However, before the budget passed, Secretary of Auxiliaries Chris Hanner spoke out urging senators to increase the Craft Studio’s funding.
In his speech, he proposed reallocating funds to pay Senate committee chairs toward the Craft Studio, which would increase its funding from $9,000 to $12,000.
In the second reading of the budget on April 1, Hanner made a speech in negation toward an amendment proposed by senator Zach Harris to cut the Craft Studio’s funding by $2,000 reducing it to $7,000. This amendment did not pass.
Senate Speaker Kevin Carr said he didn’t think this amendment would pass since the Craft Studio is responsible for its own decrease in revenue this year.
“The Craft Studio admitted in meetings it was entirely their fault (for not bringing in $6,000), so it’s hard to justify funding when they themselves don’t put out the effort to get the necessary projects to make them successful,” Carr said. “Many people in Senate are skeptical of giving them money if they’re going to blatantly miss opportunities that would benefit them and provide them with a great source of revenue.”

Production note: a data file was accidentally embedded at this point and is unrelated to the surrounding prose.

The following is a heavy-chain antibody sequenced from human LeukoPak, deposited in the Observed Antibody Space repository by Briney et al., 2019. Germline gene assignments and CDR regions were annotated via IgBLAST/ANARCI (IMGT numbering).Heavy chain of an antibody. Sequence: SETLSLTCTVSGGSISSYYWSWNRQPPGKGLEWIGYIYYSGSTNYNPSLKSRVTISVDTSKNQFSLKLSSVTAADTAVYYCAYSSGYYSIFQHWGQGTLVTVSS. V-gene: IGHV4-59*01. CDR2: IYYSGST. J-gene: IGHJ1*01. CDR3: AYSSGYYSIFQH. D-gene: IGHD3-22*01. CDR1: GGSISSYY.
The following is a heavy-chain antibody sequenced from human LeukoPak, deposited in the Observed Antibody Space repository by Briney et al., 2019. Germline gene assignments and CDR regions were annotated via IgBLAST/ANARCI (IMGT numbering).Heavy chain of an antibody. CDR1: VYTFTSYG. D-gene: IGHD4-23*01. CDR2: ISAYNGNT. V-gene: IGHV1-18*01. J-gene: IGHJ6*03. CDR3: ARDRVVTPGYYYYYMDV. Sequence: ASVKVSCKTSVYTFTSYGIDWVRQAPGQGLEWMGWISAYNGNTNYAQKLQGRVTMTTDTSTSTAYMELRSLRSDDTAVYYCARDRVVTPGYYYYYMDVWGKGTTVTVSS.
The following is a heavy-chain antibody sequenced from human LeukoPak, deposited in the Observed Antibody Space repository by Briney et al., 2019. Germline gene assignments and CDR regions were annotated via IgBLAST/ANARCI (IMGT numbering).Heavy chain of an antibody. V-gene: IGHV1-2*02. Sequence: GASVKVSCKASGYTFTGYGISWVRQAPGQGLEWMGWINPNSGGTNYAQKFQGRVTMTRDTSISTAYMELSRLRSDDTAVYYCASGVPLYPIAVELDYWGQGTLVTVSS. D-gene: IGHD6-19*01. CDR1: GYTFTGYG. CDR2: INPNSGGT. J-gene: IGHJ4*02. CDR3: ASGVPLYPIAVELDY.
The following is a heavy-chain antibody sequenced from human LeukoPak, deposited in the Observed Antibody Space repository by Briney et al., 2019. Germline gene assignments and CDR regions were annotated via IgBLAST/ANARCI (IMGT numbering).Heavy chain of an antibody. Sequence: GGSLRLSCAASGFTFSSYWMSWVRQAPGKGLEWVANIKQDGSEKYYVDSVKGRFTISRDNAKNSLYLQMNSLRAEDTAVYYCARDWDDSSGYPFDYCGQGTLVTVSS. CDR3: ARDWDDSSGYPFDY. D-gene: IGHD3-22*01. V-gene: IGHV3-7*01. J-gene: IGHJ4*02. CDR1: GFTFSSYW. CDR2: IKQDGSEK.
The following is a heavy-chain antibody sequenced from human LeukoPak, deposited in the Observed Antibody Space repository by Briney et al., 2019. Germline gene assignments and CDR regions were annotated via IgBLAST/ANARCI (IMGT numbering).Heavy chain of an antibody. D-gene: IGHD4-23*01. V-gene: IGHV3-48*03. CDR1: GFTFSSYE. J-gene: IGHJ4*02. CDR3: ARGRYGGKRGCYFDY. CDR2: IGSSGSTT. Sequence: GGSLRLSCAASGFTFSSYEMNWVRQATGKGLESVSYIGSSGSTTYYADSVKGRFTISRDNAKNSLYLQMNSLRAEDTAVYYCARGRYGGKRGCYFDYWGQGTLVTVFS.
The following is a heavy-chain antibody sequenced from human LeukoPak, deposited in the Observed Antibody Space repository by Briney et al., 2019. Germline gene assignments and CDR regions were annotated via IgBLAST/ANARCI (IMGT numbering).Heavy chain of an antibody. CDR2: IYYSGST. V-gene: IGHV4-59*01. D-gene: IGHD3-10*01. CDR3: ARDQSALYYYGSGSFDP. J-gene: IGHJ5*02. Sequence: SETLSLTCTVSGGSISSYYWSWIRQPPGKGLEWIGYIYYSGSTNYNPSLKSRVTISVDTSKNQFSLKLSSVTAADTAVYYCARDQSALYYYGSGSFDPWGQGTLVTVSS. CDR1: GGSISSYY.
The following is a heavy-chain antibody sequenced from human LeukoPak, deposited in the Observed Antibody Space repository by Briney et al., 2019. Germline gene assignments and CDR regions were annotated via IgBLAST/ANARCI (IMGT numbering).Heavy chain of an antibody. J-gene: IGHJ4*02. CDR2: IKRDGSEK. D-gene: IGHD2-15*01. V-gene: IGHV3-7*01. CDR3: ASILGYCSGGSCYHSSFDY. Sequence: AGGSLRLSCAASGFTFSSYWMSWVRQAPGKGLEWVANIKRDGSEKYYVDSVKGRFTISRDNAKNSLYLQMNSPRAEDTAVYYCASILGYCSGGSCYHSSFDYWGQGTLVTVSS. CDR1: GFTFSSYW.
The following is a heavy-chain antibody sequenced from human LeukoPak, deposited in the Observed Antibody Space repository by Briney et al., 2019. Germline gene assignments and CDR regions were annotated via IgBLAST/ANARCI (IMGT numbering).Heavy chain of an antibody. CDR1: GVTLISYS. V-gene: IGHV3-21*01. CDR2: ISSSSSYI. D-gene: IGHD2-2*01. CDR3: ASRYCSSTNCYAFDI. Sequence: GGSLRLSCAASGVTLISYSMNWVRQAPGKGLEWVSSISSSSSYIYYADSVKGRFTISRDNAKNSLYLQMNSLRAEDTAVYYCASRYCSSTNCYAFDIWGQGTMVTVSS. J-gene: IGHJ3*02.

The Craft Studio was an unexpected challenge in the budget process, Smith-Lezama said.
“This is people’s livelihoods and their passions, so it’s understandable that people want to fight so incredibly hard to get that money that they think they deserve,” Smith-Lezama said. “However, I think that the Craft Studio is somewhat of a luxury. I have to look at what students proved they wanted through their attendance and their outspokenness. There’s no way I can make every person happy, but this situation specifically is a little more difficult than I had anticipated.”
Despite this challenge, Carr and Vega both noted this year’s budget process went smoother than last year because there was cooperation and transparency between the vice president and the Senate.
“The process was especially turbulent (last year) because it was seen by many senators as an attack on MSA Senate,” Carr said. “The budget was handed down from the executive cabinet with little cooperation. This year went wonderfully smooth, and we have to thank very cooperative people and the relationship that MSA Executive Cabinet has strived so hard to build this year.”